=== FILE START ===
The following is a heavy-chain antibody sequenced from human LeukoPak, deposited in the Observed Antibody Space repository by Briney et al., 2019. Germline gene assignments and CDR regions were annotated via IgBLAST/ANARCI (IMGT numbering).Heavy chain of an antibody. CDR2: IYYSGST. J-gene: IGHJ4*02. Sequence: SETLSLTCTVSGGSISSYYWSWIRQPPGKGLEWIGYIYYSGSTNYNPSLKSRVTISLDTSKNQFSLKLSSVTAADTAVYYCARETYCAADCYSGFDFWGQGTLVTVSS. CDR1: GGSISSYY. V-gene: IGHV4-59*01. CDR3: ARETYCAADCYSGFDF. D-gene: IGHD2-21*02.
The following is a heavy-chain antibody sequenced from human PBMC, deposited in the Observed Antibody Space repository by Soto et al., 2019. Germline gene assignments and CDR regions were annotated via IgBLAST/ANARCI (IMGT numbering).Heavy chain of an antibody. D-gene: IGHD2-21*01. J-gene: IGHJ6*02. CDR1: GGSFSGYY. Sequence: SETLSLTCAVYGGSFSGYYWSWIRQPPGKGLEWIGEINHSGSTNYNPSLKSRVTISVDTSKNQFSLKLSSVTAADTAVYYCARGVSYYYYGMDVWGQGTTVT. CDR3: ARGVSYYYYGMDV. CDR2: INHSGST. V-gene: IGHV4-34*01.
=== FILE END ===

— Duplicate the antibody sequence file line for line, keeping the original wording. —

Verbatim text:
The following is a heavy-chain antibody sequenced from human LeukoPak, deposited in the Observed Antibody Space repository by Briney et al., 2019. Germline gene assignments and CDR regions were annotated via IgBLAST/ANARCI (IMGT numbering).Heavy chain of an antibody. CDR2: IYYSGST. J-gene: IGHJ4*02. Sequence: SETLSLTCTVSGGSISSYYWSWIRQPPGKGLEWIGYIYYSGSTNYNPSLKSRVTISLDTSKNQFSLKLSSVTAADTAVYYCARETYCAADCYSGFDFWGQGTLVTVSS. CDR1: GGSISSYY. V-gene: IGHV4-59*01. CDR3: ARETYCAADCYSGFDF. D-gene: IGHD2-21*02.
The following is a heavy-chain antibody sequenced from human PBMC, deposited in the Observed Antibody Space repository by Soto et al., 2019. Germline gene assignments and CDR regions were annotated via IgBLAST/ANARCI (IMGT numbering).Heavy chain of an antibody. D-gene: IGHD2-21*01. J-gene: IGHJ6*02. CDR1: GGSFSGYY. Sequence: SETLSLTCAVYGGSFSGYYWSWIRQPPGKGLEWIGEINHSGSTNYNPSLKSRVTISVDTSKNQFSLKLSSVTAADTAVYYCARGVSYYYYGMDVWGQGTTVT. CDR3: ARGVSYYYYGMDV. CDR2: INHSGST. V-gene: IGHV4-34*01.